Loder, in his History of Framlingham, thus describes the former state of the structure: "This castle, containing an acre, a rood, and eleven perches of land, within the walls now standing, but anciently a much larger quantity before the walls enclosing the same were demolished, was in former ages very fair and beautiful, standing within a park (long since disparked) on the north side of the town; fortified with a double ditch, high banks, rampires, and stone walls 44 feet high and 8 feet thick; in these walls were thirteen towers, 14 feet higher than the walls, built four-square—whereof two were watch-towers, one looking towards the east and the other towards the west: and the rooms within the castle were very commodious and necessary, capable to receive and contain abundance of people.

"In the first court was a deep well, of excellent workmanship, compassed with carved pillars, which supported its leaden roof, and though out of repair, was in being in the year of our Lord 1651. A chapel stood in the same court, adjoining to the east watch-tower; which in the reign of Henry VIII. was hung with cloth of arras, of the history of Christ's passion; and a lamp of the value of seven shillings was usually burnt before the altar there. On the side of the court, towards the west watch-tower, was the hall, covered with lead; and over the gate thereof were formerly cut in stone the arms of Brotherton impaled with Bouchier, quartering Louvain, supported with a lion and an eagle. Divers other arms there were in the rest of the buildings, some cut on stone and some on timber, to be seen in the year of our Lord 1651—as Bygods, Brothertons, Seagraves, Mowbrays, Howards, and St. Edmund's, the king and martyr. Between the hall and chancel, fronting the great castle gate, was a large chamber, with several rooms, and a cloyster under it, pulled down A.D. 1700; for which, when standing, in the reign of King Henry VIII., there was one suit of hangings of the story of Hercules; which are supposed to be those still remaining at the seat of Lord Howard, of Walden.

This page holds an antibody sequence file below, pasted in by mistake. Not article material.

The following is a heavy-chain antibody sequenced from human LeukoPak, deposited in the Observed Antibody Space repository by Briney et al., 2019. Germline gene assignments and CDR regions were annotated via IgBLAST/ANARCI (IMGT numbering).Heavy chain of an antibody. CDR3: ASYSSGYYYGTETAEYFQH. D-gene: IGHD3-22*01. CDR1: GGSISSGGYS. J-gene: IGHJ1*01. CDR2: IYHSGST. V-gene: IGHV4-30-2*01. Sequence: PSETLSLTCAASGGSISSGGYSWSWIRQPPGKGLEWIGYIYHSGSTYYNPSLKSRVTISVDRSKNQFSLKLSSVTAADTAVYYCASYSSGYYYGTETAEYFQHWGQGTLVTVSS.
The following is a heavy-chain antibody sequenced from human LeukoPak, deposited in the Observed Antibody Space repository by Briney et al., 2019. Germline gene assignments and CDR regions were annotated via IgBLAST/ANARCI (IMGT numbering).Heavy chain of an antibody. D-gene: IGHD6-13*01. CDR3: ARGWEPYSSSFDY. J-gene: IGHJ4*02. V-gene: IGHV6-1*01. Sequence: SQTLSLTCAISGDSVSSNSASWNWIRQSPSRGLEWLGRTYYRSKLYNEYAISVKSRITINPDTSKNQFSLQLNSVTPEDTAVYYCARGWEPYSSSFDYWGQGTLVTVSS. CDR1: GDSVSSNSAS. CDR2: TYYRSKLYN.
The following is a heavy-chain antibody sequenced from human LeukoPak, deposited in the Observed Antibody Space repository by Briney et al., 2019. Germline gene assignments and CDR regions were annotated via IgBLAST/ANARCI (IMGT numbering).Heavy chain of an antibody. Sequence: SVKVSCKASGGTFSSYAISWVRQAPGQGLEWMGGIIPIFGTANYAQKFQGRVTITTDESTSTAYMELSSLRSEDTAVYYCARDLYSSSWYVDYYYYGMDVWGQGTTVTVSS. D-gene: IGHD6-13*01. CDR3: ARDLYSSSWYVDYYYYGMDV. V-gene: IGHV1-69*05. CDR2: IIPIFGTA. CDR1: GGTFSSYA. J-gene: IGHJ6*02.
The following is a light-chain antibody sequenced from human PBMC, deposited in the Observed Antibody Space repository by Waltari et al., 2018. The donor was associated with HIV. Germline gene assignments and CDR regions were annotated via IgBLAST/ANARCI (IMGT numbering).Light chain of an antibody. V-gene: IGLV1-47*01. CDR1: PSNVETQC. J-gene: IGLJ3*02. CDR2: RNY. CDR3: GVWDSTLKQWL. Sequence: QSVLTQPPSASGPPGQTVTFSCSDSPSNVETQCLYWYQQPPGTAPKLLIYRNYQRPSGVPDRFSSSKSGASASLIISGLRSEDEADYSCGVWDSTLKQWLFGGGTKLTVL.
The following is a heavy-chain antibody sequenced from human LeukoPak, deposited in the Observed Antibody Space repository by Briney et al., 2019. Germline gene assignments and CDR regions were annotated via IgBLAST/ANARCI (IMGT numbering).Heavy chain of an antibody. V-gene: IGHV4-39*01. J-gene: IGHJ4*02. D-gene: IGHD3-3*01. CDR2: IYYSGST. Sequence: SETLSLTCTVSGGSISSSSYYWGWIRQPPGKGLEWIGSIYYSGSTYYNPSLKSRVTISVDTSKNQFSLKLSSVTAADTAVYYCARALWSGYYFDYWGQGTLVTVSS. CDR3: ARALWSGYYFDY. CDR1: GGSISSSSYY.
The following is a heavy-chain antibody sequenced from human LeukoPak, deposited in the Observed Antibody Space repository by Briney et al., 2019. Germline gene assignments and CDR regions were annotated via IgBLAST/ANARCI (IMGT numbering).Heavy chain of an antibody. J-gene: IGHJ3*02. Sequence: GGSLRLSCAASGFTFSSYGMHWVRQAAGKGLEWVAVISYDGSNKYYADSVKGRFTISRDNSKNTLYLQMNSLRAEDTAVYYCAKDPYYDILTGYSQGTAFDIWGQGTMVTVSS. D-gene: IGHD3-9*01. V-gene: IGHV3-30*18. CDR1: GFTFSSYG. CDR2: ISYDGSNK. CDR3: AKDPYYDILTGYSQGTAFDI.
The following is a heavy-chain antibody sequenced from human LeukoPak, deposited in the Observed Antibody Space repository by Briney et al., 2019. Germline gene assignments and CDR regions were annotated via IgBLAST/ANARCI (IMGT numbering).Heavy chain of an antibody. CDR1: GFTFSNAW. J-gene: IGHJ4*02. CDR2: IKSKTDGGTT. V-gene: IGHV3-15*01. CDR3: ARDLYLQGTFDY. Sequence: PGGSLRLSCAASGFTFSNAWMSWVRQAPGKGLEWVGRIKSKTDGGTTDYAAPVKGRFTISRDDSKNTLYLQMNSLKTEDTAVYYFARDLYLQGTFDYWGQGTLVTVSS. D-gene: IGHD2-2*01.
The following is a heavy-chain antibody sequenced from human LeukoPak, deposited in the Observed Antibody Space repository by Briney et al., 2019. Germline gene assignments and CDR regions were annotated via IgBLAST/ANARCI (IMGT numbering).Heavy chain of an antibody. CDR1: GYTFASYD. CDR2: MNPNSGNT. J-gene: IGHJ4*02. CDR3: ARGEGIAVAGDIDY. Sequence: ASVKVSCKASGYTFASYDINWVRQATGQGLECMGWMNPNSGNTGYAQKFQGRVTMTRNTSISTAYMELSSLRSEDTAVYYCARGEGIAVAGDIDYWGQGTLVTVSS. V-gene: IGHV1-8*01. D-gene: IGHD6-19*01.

"Out of the castle were three passages—one a postern, with an iron gate, on the east side over a private bridge into the park, where there were arbours, pleasant walks, and trees planted for profit and delight. Another passage was on the west side, leading to a dungeon, and forth on to the mere, now filled up with mire and weeds. But the largest passage and most used was, and is, that towards the south and town; there being formerly a portcullis over that gate, which was made in one of the strongest towers, and a drawbridge without, defended by an half-moon of stone, about a man's height, standing in the year 1657."